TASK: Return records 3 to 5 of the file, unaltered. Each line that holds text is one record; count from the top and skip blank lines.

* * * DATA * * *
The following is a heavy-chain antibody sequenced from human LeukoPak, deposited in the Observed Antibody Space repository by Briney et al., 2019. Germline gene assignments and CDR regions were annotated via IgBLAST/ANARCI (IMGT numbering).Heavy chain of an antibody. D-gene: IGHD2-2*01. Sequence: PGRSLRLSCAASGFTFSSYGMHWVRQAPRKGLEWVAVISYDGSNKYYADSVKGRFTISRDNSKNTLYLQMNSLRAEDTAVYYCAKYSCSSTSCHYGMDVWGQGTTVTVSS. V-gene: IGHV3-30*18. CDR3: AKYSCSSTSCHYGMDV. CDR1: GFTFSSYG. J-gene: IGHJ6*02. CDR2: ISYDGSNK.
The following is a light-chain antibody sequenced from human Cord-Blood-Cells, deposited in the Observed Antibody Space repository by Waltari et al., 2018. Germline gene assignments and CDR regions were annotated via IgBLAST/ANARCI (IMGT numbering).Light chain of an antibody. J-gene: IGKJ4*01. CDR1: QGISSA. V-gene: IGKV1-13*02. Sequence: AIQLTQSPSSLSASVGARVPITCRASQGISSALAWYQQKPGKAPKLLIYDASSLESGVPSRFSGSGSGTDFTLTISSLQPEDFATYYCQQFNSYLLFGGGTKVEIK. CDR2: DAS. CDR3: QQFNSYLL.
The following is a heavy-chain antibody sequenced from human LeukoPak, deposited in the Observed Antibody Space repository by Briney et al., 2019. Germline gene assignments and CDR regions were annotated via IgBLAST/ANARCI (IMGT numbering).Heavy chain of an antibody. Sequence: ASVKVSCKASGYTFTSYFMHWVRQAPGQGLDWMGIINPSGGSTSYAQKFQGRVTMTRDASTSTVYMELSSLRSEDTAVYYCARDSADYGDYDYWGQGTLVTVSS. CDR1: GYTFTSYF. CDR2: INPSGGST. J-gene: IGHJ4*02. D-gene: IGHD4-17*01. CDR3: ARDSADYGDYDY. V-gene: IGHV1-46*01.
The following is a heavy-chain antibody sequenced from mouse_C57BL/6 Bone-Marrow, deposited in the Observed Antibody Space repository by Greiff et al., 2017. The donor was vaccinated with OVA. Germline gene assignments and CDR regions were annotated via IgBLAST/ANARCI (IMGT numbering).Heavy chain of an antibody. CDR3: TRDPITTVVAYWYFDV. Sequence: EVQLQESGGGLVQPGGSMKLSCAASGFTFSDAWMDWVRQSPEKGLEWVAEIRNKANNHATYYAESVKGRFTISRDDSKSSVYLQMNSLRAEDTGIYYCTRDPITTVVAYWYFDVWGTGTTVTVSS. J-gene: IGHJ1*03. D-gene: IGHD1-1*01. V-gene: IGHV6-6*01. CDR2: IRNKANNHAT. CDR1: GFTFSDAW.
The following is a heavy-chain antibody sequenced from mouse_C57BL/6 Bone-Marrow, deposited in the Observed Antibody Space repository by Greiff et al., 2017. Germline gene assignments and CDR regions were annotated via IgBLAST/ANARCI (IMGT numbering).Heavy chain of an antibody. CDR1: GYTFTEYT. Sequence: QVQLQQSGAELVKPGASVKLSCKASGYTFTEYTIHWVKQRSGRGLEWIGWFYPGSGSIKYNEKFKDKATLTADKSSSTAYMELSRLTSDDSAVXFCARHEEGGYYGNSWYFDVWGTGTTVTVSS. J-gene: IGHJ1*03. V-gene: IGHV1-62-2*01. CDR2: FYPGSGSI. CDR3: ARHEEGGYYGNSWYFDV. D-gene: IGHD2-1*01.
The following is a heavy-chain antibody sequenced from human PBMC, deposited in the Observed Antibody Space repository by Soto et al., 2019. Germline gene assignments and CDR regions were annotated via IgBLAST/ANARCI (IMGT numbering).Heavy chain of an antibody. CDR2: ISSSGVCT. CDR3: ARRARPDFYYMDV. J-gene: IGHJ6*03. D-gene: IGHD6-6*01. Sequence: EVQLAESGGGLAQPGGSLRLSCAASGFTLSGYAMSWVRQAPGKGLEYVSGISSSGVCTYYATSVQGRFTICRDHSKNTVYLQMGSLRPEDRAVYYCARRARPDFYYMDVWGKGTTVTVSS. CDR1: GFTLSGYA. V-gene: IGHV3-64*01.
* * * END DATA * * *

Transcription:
The following is a heavy-chain antibody sequenced from human LeukoPak, deposited in the Observed Antibody Space repository by Briney et al., 2019. Germline gene assignments and CDR regions were annotated via IgBLAST/ANARCI (IMGT numbering).Heavy chain of an antibody. Sequence: ASVKVSCKASGYTFTSYFMHWVRQAPGQGLDWMGIINPSGGSTSYAQKFQGRVTMTRDASTSTVYMELSSLRSEDTAVYYCARDSADYGDYDYWGQGTLVTVSS. CDR1: GYTFTSYF. CDR2: INPSGGST. J-gene: IGHJ4*02. D-gene: IGHD4-17*01. CDR3: ARDSADYGDYDY. V-gene: IGHV1-46*01.
The following is a heavy-chain antibody sequenced from mouse_C57BL/6 Bone-Marrow, deposited in the Observed Antibody Space repository by Greiff et al., 2017. The donor was vaccinated with OVA. Germline gene assignments and CDR regions were annotated via IgBLAST/ANARCI (IMGT numbering).Heavy chain of an antibody. CDR3: TRDPITTVVAYWYFDV. Sequence: EVQLQESGGGLVQPGGSMKLSCAASGFTFSDAWMDWVRQSPEKGLEWVAEIRNKANNHATYYAESVKGRFTISRDDSKSSVYLQMNSLRAEDTGIYYCTRDPITTVVAYWYFDVWGTGTTVTVSS. J-gene: IGHJ1*03. D-gene: IGHD1-1*01. V-gene: IGHV6-6*01. CDR2: IRNKANNHAT. CDR1: GFTFSDAW.
The following is a heavy-chain antibody sequenced from mouse_C57BL/6 Bone-Marrow, deposited in the Observed Antibody Space repository by Greiff et al., 2017. Germline gene assignments and CDR regions were annotated via IgBLAST/ANARCI (IMGT numbering).Heavy chain of an antibody. CDR1: GYTFTEYT. Sequence: QVQLQQSGAELVKPGASVKLSCKASGYTFTEYTIHWVKQRSGRGLEWIGWFYPGSGSIKYNEKFKDKATLTADKSSSTAYMELSRLTSDDSAVXFCARHEEGGYYGNSWYFDVWGTGTTVTVSS. J-gene: IGHJ1*03. V-gene: IGHV1-62-2*01. CDR2: FYPGSGSI. CDR3: ARHEEGGYYGNSWYFDV. D-gene: IGHD2-1*01.